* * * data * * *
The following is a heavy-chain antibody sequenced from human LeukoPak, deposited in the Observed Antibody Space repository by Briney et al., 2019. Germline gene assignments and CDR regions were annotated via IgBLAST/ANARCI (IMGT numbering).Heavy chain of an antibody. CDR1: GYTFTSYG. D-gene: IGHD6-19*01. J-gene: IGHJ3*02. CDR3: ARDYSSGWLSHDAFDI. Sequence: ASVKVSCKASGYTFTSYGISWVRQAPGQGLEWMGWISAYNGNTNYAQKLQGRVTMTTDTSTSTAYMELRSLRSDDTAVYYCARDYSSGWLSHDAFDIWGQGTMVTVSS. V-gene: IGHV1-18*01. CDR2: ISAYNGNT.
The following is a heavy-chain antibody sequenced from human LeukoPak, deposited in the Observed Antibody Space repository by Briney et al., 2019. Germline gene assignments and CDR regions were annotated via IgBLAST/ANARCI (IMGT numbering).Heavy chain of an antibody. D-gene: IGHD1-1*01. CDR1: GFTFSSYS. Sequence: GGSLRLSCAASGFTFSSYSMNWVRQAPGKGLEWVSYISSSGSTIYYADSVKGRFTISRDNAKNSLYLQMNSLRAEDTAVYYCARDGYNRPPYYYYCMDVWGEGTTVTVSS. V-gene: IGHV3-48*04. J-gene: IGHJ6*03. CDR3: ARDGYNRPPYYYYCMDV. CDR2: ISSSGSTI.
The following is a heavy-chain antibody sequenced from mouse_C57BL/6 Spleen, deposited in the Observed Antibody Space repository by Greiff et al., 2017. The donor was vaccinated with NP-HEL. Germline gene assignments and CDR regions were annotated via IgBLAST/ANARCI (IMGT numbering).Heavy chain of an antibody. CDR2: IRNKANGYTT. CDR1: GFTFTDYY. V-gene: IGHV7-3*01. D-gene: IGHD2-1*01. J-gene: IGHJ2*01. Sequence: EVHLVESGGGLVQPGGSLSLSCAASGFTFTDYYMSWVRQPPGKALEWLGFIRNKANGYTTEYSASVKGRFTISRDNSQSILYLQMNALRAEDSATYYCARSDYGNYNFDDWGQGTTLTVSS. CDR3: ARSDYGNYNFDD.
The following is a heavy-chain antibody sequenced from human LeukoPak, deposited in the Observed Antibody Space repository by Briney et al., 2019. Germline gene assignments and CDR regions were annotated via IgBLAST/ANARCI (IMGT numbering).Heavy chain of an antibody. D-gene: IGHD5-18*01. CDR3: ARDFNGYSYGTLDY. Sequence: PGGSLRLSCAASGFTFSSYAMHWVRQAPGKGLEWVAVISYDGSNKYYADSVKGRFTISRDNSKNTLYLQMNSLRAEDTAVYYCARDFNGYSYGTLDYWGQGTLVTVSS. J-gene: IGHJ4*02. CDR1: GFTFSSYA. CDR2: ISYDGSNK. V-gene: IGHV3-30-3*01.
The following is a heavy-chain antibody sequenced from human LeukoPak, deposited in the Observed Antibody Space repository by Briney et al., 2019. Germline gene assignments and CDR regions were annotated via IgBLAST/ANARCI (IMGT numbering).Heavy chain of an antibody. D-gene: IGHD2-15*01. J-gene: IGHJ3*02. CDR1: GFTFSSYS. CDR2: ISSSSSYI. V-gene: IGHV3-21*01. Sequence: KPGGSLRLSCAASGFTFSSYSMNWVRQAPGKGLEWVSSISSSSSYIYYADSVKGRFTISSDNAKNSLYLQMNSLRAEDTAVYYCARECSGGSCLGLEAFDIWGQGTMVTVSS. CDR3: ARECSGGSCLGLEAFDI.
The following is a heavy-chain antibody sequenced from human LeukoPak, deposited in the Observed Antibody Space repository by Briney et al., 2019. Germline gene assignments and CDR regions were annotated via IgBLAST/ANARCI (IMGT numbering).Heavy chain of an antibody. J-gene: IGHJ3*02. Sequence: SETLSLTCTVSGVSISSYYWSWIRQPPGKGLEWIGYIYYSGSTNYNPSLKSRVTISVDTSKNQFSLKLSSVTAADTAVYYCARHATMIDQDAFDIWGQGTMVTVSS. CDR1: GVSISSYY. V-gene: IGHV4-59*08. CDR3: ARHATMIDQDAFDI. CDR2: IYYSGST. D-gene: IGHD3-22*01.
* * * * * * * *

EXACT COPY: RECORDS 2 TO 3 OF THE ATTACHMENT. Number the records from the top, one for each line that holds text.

The following is a heavy-chain antibody sequenced from human LeukoPak, deposited in the Observed Antibody Space repository by Briney et al., 2019. Germline gene assignments and CDR regions were annotated via IgBLAST/ANARCI (IMGT numbering).Heavy chain of an antibody. D-gene: IGHD1-1*01. CDR1: GFTFSSYS. Sequence: GGSLRLSCAASGFTFSSYSMNWVRQAPGKGLEWVSYISSSGSTIYYADSVKGRFTISRDNAKNSLYLQMNSLRAEDTAVYYCARDGYNRPPYYYYCMDVWGEGTTVTVSS. V-gene: IGHV3-48*04. J-gene: IGHJ6*03. CDR3: ARDGYNRPPYYYYCMDV. CDR2: ISSSGSTI.
The following is a heavy-chain antibody sequenced from mouse_C57BL/6 Spleen, deposited in the Observed Antibody Space repository by Greiff et al., 2017. The donor was vaccinated with NP-HEL. Germline gene assignments and CDR regions were annotated via IgBLAST/ANARCI (IMGT numbering).Heavy chain of an antibody. CDR2: IRNKANGYTT. CDR1: GFTFTDYY. V-gene: IGHV7-3*01. D-gene: IGHD2-1*01. J-gene: IGHJ2*01. Sequence: EVHLVESGGGLVQPGGSLSLSCAASGFTFTDYYMSWVRQPPGKALEWLGFIRNKANGYTTEYSASVKGRFTISRDNSQSILYLQMNALRAEDSATYYCARSDYGNYNFDDWGQGTTLTVSS. CDR3: ARSDYGNYNFDD.